This morning The Age published more detailed train service data than we usually get to see. Some information is routinely published, but we rarely get an insight into the breakdown between AM, PM and off-peak punctuality, for instance.
In some ways the data was no great surprise — in the first week of March, hundreds of services were altered, including 71 Loop bypasses (City and Altona), and 399 shortened services, with 95% of them at peak hour in the peak direction. This matches the anecdotal evidence often heard from daily users.
Also not surprising is that peak services are less punctual than off-peak. As Jarrett Walker long ago wrote in his Human Transit blog, peak is when the system is at its most stressed — from numbers of trains and passengers on the network, causing congestion and longer dwell times at stations, with any delays snowballing much faster.
Some lines are clearly much worse than others — these figures have more detail than we usually see, but it’s reflected in the aggregate figures published in the Track Record monthly reports. The worst lines tend to be those with single track sections (which quickly causes delays to escalate) and those in growth corridors (more trains on the line, and more people getting on and off them)… with some unfortunate lines such as Cranbourne having both those attributes.
Lines directly or indirectly linked to those less punctual lines, such as sharing Loop tunnels, tend to get affected too.
What perhaps is surprising is that until March, the reliability and punctuality data wasn’t automatically captured. It was gathered by Metro themselves, and a sample was cross-checked by PTV. (In contrast, the tram network has had automated monitoring for decades — the data from it is used to feed into Tram Tracker. Buses are mostly monitored manually, with only a tiny sample ever being reported on — a small enough number to make it meaningless, though steps are underway to automate it.)
The sheer number of Loop diversions — about 10 per day, most likely concentrated at peak periods — is also surprising. This can cause a lot of disruption for people, and has flow-on effects to other services as people change trains. That’s if they’re told on time — I’ve been aboard a service that was diverted to bypass the Loop after leaving Richmond, giving no chance for people to change. Many were not happy.
The reasons for specific alterations weren’t included in the data, but we know this is gathered, as Metro get exclusions from performance penalties for problems they have no control over — which is fair enough.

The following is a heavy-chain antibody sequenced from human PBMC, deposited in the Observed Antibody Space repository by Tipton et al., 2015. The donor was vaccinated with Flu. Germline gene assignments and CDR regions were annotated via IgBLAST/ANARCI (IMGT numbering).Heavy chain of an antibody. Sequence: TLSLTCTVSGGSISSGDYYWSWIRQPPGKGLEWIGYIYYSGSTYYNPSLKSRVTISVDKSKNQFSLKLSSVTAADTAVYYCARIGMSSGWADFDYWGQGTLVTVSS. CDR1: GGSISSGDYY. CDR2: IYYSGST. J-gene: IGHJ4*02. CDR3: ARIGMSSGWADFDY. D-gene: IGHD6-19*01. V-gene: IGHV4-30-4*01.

Given we all pay for public transport services (as both passengers and taxpayers), is it not reasonable that this type of detailed information is published regularly? That would provide better visibility of delays and alterations, where and why they occur, and would cast light on specific parts of the network, what the problems are, and how they can be fixed — so voters can hold the operators, authorities and politicians to account.
Fixing the problems
It’s also important that the state government make sure Metro is only altering services for good reasons — such as a counter-peak service altered so a peak service can run on time, rather than just to help the punctuality statistics.
Metro may need to be pulled into line in the short term. How? Well former Labor transport minister Martin Pakula, while in opposition, seemed to think it was perfectly possible:
FORMER Labor transport minister Martin Pakula today called on the state government to force Metro to stop its practice of skipping stations to improve punctuality.
Mr Pakula says the situation could be easily resolved by Transport Minister Terry Mulder.
“There is the franchise agreement (between Metro and the state government) and there is common sense,” Mr Pakula says.
This can be resolved by the Transport Minister getting onto Metro and telling them it is not on.”
Metro should be willing to listen, given you’d imagine they’re seeking an extension to their current contract, which expires soon.
Longer term? Line-by-line targeted investments can make the system more reliable, starting with those single track sections. And the new contracts (due during this term of government) need to be made more watertight against strategies like station skipping, to ensure the service is run in the interests of passengers.
Does the frequent part of the network need timetables?
A change in emphasis should also be considered. As the system transitions to a more “metro”-like network, with segregated lines running frequently, it’s arguable that specific train times matter less than keeping the service running frequently. For instance, if a 5 minute service is in place, it doesn’t matter if the 8:00 train arrives right on 8:00 — instead the contract might be structured so penalties apply for gaps between trains of more than 5.5 or 6 minutes.
The current regime has undesirable impacts right now. For instance, South Yarra sees dozens of trains every peak hour to the City, but some have to wait there for the timetable to catch up to them. This doesn’t make sense. If the 8:51 arrives early, and there’s a slot for it ahead to get into the City, and there’s another train right behind it, let it leave early.
Equally, if trains are running every 10 minutes down the line, and one gets cancelled, a big 20 minute gap eventuates. To even out the loads better, if it doesn’t cause any other problems, it might be better to hold the train before it and run it 5 minutes later, creating two 15 minute gaps instead.
If trains are frequent enough, people don’t bother with timetables. Eventually, if the network and the contracts are structured the right way, the operator could work to provide a frequent reliable service, where you know you’ll get to where you’re going quickly, rather than trying to meet specific train times which don’t matter anyway.
An issue to think about for the future.